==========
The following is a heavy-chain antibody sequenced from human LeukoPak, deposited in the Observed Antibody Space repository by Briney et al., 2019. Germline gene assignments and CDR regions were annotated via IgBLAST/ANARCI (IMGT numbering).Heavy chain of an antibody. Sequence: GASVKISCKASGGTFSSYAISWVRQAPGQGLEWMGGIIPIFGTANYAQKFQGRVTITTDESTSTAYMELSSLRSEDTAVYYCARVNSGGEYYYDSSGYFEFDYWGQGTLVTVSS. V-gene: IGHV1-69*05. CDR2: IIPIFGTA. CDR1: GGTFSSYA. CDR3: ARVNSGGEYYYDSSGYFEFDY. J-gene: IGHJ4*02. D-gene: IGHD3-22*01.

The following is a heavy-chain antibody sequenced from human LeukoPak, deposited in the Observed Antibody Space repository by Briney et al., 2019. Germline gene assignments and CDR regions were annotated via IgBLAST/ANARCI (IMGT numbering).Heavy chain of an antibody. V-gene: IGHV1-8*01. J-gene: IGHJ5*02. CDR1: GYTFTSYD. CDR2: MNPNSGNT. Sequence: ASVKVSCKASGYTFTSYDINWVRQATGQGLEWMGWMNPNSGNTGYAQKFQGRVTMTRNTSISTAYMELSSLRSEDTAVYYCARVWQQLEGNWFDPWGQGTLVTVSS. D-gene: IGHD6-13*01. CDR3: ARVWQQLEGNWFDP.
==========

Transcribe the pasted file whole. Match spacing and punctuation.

The following is a heavy-chain antibody sequenced from human LeukoPak, deposited in the Observed Antibody Space repository by Briney et al., 2019. Germline gene assignments and CDR regions were annotated via IgBLAST/ANARCI (IMGT numbering).Heavy chain of an antibody. Sequence: GASVKISCKASGGTFSSYAISWVRQAPGQGLEWMGGIIPIFGTANYAQKFQGRVTITTDESTSTAYMELSSLRSEDTAVYYCARVNSGGEYYYDSSGYFEFDYWGQGTLVTVSS. V-gene: IGHV1-69*05. CDR2: IIPIFGTA. CDR1: GGTFSSYA. CDR3: ARVNSGGEYYYDSSGYFEFDY. J-gene: IGHJ4*02. D-gene: IGHD3-22*01.

The following is a heavy-chain antibody sequenced from human LeukoPak, deposited in the Observed Antibody Space repository by Briney et al., 2019. Germline gene assignments and CDR regions were annotated via IgBLAST/ANARCI (IMGT numbering).Heavy chain of an antibody. V-gene: IGHV1-8*01. J-gene: IGHJ5*02. CDR1: GYTFTSYD. CDR2: MNPNSGNT. Sequence: ASVKVSCKASGYTFTSYDINWVRQATGQGLEWMGWMNPNSGNTGYAQKFQGRVTMTRNTSISTAYMELSSLRSEDTAVYYCARVWQQLEGNWFDPWGQGTLVTVSS. D-gene: IGHD6-13*01. CDR3: ARVWQQLEGNWFDP.